In a development that attracted relatively little international attention, Xi Jinping unveiled the Communist Party of China’s (CPC’s) new policy towards Tibet at a conclave in late August. As my colleague Manoj Kewalramani explained in the Hindustan Times last week, Xi’s new strategy “entails a mix of persuasion, development, connectivity, indoctrination and coercion”. Beijing intends to construct an “ironclad shield to safeguard stability” against separatists and hostile foreign interests by sinicizing Tibetan Buddhism, stepping up ideological education, manufacturing a favourable historical narrative, strengthening border defence, deepening surveillance and enhancing connectivity to neighbouring Chinese provinces. The new policy continues to betray the CPC’s insecurities vis-a-vis Tibet, but it also indicates that Xi believes Beijing occupies the dominating heights of its relationship with Tibet.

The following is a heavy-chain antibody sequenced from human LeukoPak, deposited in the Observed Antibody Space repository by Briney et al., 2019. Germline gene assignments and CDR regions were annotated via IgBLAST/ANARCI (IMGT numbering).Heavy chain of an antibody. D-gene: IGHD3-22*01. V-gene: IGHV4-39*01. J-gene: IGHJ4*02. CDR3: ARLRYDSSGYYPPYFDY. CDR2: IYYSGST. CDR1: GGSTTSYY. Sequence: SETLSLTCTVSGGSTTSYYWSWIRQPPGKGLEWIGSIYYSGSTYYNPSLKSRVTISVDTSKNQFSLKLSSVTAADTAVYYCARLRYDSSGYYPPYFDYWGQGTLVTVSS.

He is not wrong in thinking so. Over the past two decades, Beijing has used its growing power to limit the Dalai Lama’s global outreach, severely constrain protests in Tibet, and change the demography of the region. Transforming the Tibetan landscape and economy, it has created vested interests in favour of Beijing’s rule among Tibetans and Han Chinese alike. It has found numerous ways to put pressure on New Delhi to limit formal interactions with the Dharamsala-based Central Tibetan Administration. Even as the PLA has increased transgressions across the length of the India-Tibet border, Beijing has become more forceful in pressing its claims to the Indian state of Arunachal Pradesh, which it claims as “South Tibet”.